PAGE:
It is not necessarily the case that Sméagol-Gollum has forgotten the word "hobbit"; he may never have known it.
Appendix F of The Lord of the Rings states, regarding the word hobbit:
Hobbit was the name usually applied by the Shire-folk to all their kind. Men called them Halflings and the Elves Periannath. The origin of the word hobbit was by most forgotten. It seems, however, to have been at first a name given to the Harfoots by the Fallohides and Stoors, and to be a worn-down form of a word preserved more fully in Rohan: holbytla 'hole-builder'.
(bold-type emphasis added)
Thus, it is at least theoretically possible that Sméagol had known the word—but only if it had been invented before or during his lifetime (he was on the order of 600 years old in the War of the Ring), and if he had had occasion to know of it. The word hobbit would only have cause to appear when Harfoots were present, or at least being mentioned. In a situation like that of Sméagol's, with apparently no Harfoots anywhere near (since they didn't care for that kind of land to settle in), it need not have been the case that the word ever came up. And if the word had been invented in a different place (by perhaps a different group of proto-Stoors), it would have been only a regionalism, and there would be no expectation that Sméagol would have learned it.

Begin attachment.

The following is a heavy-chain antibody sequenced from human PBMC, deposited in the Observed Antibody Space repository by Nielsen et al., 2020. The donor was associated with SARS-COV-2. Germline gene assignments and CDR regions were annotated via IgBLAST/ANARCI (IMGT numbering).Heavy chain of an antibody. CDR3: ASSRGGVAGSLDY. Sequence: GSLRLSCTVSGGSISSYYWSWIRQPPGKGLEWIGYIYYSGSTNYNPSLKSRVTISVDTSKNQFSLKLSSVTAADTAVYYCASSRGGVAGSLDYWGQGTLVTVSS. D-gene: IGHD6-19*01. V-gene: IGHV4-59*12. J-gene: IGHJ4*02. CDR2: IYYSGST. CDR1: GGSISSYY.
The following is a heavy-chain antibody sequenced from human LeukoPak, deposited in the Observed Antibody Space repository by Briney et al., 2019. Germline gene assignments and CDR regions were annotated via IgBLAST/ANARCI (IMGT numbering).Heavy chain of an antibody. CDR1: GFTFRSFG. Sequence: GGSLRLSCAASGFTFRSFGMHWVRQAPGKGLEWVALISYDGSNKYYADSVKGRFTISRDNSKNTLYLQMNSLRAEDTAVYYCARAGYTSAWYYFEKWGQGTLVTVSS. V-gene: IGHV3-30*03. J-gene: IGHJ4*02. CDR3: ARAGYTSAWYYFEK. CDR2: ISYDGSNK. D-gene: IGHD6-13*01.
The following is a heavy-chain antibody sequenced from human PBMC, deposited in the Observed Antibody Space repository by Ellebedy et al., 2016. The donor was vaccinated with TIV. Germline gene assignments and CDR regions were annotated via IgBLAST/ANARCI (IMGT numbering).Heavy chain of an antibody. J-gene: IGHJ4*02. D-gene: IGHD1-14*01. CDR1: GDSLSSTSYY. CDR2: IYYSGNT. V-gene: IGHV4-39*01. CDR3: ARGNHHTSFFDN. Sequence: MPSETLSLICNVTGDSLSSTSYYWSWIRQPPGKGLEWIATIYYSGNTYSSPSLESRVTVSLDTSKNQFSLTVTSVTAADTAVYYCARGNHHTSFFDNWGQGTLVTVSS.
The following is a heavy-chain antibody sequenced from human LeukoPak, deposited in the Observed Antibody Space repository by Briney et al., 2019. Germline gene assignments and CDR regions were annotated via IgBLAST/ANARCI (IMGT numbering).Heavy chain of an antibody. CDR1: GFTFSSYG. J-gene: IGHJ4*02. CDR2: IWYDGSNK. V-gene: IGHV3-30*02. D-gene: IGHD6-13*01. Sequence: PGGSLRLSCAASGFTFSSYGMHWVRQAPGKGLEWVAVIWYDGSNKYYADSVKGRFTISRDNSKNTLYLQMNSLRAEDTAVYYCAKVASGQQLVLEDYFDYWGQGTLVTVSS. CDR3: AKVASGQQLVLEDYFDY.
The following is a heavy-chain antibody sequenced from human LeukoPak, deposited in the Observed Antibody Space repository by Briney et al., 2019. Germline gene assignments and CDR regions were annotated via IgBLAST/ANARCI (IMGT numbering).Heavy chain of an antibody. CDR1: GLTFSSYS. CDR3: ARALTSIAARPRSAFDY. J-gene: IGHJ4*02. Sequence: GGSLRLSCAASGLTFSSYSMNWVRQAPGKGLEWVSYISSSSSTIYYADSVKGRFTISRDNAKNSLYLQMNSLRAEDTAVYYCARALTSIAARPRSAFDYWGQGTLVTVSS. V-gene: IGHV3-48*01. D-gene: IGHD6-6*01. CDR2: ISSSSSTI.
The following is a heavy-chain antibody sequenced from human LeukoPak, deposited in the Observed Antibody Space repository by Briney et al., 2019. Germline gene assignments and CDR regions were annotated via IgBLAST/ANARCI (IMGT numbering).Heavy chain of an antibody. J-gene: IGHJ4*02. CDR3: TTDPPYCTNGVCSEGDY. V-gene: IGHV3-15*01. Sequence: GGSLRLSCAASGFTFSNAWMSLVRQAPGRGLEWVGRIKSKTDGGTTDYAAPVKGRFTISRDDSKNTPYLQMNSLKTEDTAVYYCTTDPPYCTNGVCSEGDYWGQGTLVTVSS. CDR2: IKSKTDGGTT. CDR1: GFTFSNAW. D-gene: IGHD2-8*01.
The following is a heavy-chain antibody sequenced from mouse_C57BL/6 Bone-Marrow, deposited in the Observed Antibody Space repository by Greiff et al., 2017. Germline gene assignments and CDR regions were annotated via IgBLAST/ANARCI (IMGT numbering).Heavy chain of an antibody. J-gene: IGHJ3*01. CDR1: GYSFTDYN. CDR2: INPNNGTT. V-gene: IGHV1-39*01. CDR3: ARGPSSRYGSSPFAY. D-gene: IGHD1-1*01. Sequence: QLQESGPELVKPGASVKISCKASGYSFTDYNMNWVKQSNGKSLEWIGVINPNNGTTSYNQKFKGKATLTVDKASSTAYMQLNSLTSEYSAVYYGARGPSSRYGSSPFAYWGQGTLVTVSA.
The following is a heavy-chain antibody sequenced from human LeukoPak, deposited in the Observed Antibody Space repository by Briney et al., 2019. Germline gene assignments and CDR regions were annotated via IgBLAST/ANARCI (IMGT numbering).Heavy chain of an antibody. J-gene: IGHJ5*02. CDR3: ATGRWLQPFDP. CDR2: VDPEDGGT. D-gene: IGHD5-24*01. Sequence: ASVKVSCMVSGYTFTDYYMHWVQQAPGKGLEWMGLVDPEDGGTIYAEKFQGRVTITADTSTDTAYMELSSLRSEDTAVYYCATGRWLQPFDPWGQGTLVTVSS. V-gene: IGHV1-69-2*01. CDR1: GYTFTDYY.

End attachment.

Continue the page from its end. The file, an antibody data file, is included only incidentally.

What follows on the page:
Presumably, since hobbit was a word originally used only of Harfoots, the Stoors and Fallohides would have had some other word to describe themselves, or some more general word that they used to describe all three varieties of halfling. Such a word Gollum might have known, and Bilbo might not.
Alternatively, it could have been that the word was invented later than Sméagol's time, or that (since the word was developed from something like the equivalent of holbytla) he learned the word before it began to be used in the worn-down "hobbit" form.
All this is simply to say that the fact that Gollum didn't recognize the word hobbit doesn't necessarily mean that he had forgotten it; and as you note the forgetting of his name isn't even mentioned in the book; thus the issue of a "selective memory" of some sort doesn't, in my understanding, arise.